While I don’t have much time outside of the classroom and my assistantship, I do greatly enjoy running, playing music, and traveling. I recently ran my first marathon and it was an incredible experience! Running gives me time to clear my head and it really helps me maintain my physical and mental health.  I also play the piano and violin. Playing music is a wonderful stress reliever to me; I am always happier after playing a bit of music! If I’m not doing any of the above, you will often find me traveling. I have family and friends spread all over the US to visit and I am always seeking new experiences and adventures. As with any hobbies, I would just say that you don’t have to be the best or even good at what you do.  Take the time to enjoy the experience and what it means to you!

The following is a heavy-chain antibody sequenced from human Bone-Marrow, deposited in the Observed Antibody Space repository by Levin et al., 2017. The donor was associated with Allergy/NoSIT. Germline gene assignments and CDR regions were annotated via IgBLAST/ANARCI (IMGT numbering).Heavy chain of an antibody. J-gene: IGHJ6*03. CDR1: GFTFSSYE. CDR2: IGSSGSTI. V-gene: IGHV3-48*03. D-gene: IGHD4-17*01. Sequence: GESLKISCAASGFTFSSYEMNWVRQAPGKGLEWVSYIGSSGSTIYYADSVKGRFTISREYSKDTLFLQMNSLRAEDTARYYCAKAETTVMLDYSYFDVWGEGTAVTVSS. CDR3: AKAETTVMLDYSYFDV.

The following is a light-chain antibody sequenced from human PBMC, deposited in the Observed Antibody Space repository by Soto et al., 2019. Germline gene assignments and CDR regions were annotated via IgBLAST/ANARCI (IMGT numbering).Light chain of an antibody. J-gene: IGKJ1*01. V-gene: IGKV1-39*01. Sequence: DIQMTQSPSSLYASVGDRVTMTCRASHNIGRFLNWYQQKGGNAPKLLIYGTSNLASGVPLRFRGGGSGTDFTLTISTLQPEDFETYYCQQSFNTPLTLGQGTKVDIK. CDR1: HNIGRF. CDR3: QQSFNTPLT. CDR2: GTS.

Life goes by pretty fast, especially in college and beyond. Every once in a while, take a step back and enjoy where you are in that moment! Take pride in how far you’ve come to be where you are.

Interested in learning more about SAHE at Marquette? Check out our website for all the details; we’re now accepting applications for next year’s cohort!

Getting to Know Our Students: Meet Elli Pointner

This semester, we’ve been introducing you to our students. Meet Elli Pointner, one of our undergraduate students in the College of Education. And, make sure you check out our entire series on the blog!